Of course, “an overwhelming number of options’ is not the same as “unopinionated.” Unopinionated tools expect you to create your own workflow — or copy someone else’s. Despite its many options, Nikola includes a default workflow.

Writing a blog post

The new_post command asks you for a title and uses that to create a file from your settings.

$ nikola new_post
Creating New Post

Title: Trying Out Nikola
Scanning posts........done!
[2020-01-04T20:39:06Z] INFO: new_post: Your post's text is at: posts/trying-out-nikola.rst

Fire up an editor — or do it automatically with nikola new_post -e — and add something!

.. title: Trying Out Nikola
.. slug: trying-out-nikola
.. date: 2020-01-04 12:39:06 UTC-08:00
.. tags: nikola
.. category:
.. link:
.. description:
.. type: text

I can't think of anything to write here.
How about some filler with Perl and Text::Lorem?

.. code:: vim

    :r !perl -mText::Lorem -E 'say Text::Lorem->new->paragraphs(3)'


Unless you configure it differently, Nikola uses reStructuredText for new posts. RestructuredText, or ReST, is a formatting language similar in spirit to Markdown. The syntax looks different, but they share a purpose: simplified writing compared to HTML for everything. And of course Markdown is supported for those who prefer it.

Nikola reads our post’s metadata from ReST comments at the front of the file. I know I will miss something important if I tried summarizing it. Let’s just link to Nikola’s own metadata documentation.

What does the site look like now that it has a post?

screenshot of page with post content
Index page with one post

This theme shows post content. I prefer showing a quick summary of posts on the front page.

# Show teasers (instead of full posts) in indexes? Defaults to False.

And a comment in the post to show where the cutoff point is:


Delectus ut aut ea et dolore autem. Sint nihil sapiente voluptate id aut quo impedit. Aut
numquam delectus pariatur non accusantium. Aperiam aspernatur nemo sequi in est. Expedita

screenshot with truncated post content
Index page with teaser

Now the index has a summary and the main content is on the post page. The tag rests at the bottom, and a source link sits with the headline.

screenshot with post content with metadata
The post itself

What about that “Source” link? Nikola lets you download the ReST source of a post. Neat, but not a feature I care about.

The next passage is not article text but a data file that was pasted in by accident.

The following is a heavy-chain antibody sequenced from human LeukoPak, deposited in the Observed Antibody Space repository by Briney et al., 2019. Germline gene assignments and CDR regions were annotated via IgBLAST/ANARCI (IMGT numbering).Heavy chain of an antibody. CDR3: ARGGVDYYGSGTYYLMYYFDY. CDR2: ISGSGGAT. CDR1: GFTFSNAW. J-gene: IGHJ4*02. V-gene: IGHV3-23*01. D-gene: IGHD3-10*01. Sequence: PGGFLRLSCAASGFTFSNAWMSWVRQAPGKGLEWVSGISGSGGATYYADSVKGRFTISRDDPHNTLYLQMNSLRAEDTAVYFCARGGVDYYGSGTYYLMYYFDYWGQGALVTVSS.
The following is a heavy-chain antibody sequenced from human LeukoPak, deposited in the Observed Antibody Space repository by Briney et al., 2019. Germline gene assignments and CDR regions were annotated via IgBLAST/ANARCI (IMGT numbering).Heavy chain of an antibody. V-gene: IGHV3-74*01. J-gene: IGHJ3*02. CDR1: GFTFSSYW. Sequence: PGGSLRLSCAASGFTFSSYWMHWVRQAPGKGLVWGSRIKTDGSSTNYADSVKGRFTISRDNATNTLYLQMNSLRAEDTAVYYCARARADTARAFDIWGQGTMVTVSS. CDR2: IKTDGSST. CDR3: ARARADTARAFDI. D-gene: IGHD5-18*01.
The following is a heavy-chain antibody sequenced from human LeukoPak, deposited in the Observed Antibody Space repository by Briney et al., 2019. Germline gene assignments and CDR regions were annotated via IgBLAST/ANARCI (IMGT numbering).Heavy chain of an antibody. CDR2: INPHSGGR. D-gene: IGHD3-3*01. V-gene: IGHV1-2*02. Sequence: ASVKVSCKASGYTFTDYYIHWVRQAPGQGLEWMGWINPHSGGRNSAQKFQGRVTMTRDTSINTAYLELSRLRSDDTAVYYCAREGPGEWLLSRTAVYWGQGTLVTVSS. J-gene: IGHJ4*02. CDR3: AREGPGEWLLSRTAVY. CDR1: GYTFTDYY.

# Copy the source files for your pages?
# Setting it to False implies SHOW_SOURCELINK = False

Okay I need to stop. I intended to focus on the default Nikola flow. But here I am poking at Oh well. I gotta be me.

But still let’s move on.

The Archive, Tags, and RSS Feed links work, listing posts as expected. The lists aren’t very interesting with only one post though. I’ll see what I can come up with for next time. Oh and I’m not sure I can properly describe how excited I am that Archive automatically generates pages for years. I didn’t have to make a special-purpose taxonomy or anything!

Adding Pages

Anyways. Blogging is good, but a site needs more than blog posts. Let’s use nikola new_post -p to create a page instead of a post.

$ nikola new_post -p
Creating New Page

Title: Now
Scanning posts........done!
[2020-01-05T09:37:40Z] INFO: new_page: Your page's text is at: pages/now.rst

Everybody could use a now page. Excuse me a moment while I edit pages/now.rst. Oh! Since it’s not a post, it won’t show up unless we link to it. The /now page is significant enough that it should go on the site menu.

Back over to

        ("/pages/now/", "Now"),
        ("/archive.html", "Archive"),
        ("/categories/", "Tags"),
        ("/rss.xml", "RSS feed"),

screenshot of /now page
The Now page

What’s left?

If this was a really real site, we would build and deploy.

$ nikola build
$ nikola deploy

Nikola has a deploy command? Well sure! You can configure multiple deployment options. rsync — my favorite — even gets highlighted in the commented example.

#     'default': [
#         "rsync -rav --delete output/",
#     ]
# }

But I’m leaving that section of alone for now.

This was fun! Will I replace Hugo with Nikola? I don’t know yet. I’d have to try importing and building the current site.

That sounds like a project for another day.

Added to vault 2024-01-15. Updated on 2024-02-01